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The Passion Story, Part 8

July 29, 2011
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I’ll try to tackle a big chunk of the Crucifixion Story in this post. This first event, recorded in all the Gospels, is the accusation before Pontius Pilate. The pattern of the previous incidents of the Passion Story are still found here, with Luke diverging more from Mark and Matthew and John being even more different. However, there are still some interesting Matthew-Luke agreements that are not based on Mark (the edition we have, anyway).

The first thing I note here is that Luke adds an extra hearing before Herod, placed between two different scenes with Pilate. I must say, in my own opinion, this seems very unhistorical: Why does only one of the Gospel authors include this scene? Did not the others know about the event (in the case that it was actually historical)? Why didn’t the original Gospel, Mark, have it? (That Mark was the original may not be your opinion, of course, but in that case it’s likely that you’d choose Matthew for the original.) I would expect that the information for this scene could be more easily obtained than the accounts of other events. Instead, however, of just ignoring the Herod scene, the other Gospels, especially John, suggest that no trip to Herod interrupted the hearing(s) before Pilate.

In Mark, Matthew, and Luke, Pilate just gives in to the Jewish leadership and the crowds they incite, for no apparent reason other than fear of mob violence. John, in a rare instance, has the slightly more likely version. I don’t know what to think about the absurd opening statement, though. To Pilate’s question about what Jesus was being accused of, the leadership just says that Pilate can believe Jesus is a criminal, because otherwise they wouldn’t want to punish him. Considering their need, according to John, for Pilate to give an order of execution against Jesus, it’s doubtful they would actually talk to Pilate like that.

I said it was only “slightly” more likely than the account in the other Gospels, because the reason Pilate eventually decides to execute Jesus is the same reason the leadership gives to Pilate in the first place, for which Pilate is shown questioning Jesus. When Pilate gets through with that, he experiences opposition from the Jewish leaders who do not agree that Jesus should be released. To get them to settle down, Pilate has Jesus flogged; then Pilate continues to “try” to get Jesus released. Undaunted by this attempted show of Jesus’s weakness; the Jewish leaders mention that Jesus called himself the son of God. However, Pilate still wants to release Jesus until the leaders remind him that Caesar doesn’t want anyone to claim to be a king, even though Pilate has already been told by Jesus, “My kingdom is not of this world,” and had accepted that answer. Even then, Pilate doesn’t give in to them until they say, “We have no king but Caesar.”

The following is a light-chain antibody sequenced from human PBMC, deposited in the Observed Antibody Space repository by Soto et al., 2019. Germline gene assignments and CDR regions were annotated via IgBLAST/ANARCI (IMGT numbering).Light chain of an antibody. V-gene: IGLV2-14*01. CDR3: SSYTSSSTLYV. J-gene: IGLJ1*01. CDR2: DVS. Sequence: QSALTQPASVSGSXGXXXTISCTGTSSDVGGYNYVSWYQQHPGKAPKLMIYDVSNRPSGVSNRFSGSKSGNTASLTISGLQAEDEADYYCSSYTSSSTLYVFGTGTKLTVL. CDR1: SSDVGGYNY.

There is no crowd incitement and tumult in John. I can’t say that there’s anything in John that implies there wasn’t any crown incitement, but many times John specifically mentions the leaders instead of the Jews generally. Whether these references are intended to be understood when John only mentions “the Jews” in 18:38 and 19:14, I can’t say. These references hardly give the picture of yelling crowds, though. John’s discarding of the Synoptic narrative about Pilate’s condemnation of Jesus no doubt accounts for the disappearance of the crowds.

John identifies Barabbas as a robber, whereas Mark and Luke identify Barabbas as a revolutionary. Matthew only refers to Barabbas as “a notable prisoner.” Of course, someone could be both a robber and a revolutionary, but it’s doubtful that the revolutionary designation wouldn’t be used, if it was known. While John’s not knowing wouldn’t contradict inerrancy, not knowing would be unlikely if it were a historical fact, if the writer can correctly find out that Barabbas was a robber. That someone was a revolutionary would certainly be easier to find out and better known than if someone was a robber.

To fix this, the NIV translates John 18:40b as, “Now Barabbas had taken part in an uprising.” The HCSB agrees with this translation, using the word revolutionary, and the ESV says in a footnote that that would be an acceptable translation. However, the HCSB notes that the same word it translates as revolutionary is used in John 10:1, where the HCSB translates it as robber. This seems to me to be just an attempt to fix the disparity between John, Mark, and Luke.

I want to note here one final disagreement among Matthew, Mark, and John. Mark and John say that the Roman soldiers put a purple robe on Jesus during their mocking of him. Matthew, however, says the robe was scarlet. Mark and Matthew say that the soldiers took the robe off Jesus when they had finished their mocking, but John says Jesus was still wearing the purple robe when Pilate brought Jesus before the Jews one time, although it wasn’t the time Pilate gave in and condemned Jesus.

That reminds me that I didn’t make it clear before that the placing of the mocking scene is different among the Gospels. In Mark, John, and Matthew, the mocking scene is always right after the scourging scene. In Luke, there is no scourging scene and the only mocking (besides the mocking the night of his arrest, as recorded in all the Synoptics) is from Herod and his soldiers. Unlike John, Matthew and Mark place the scourging after Pilate had already condemned Jesus to crucifixion. I have never understood why Mark and Matthew have Pilate bother to flog Jesus after Jesus was already been condemned to execution.

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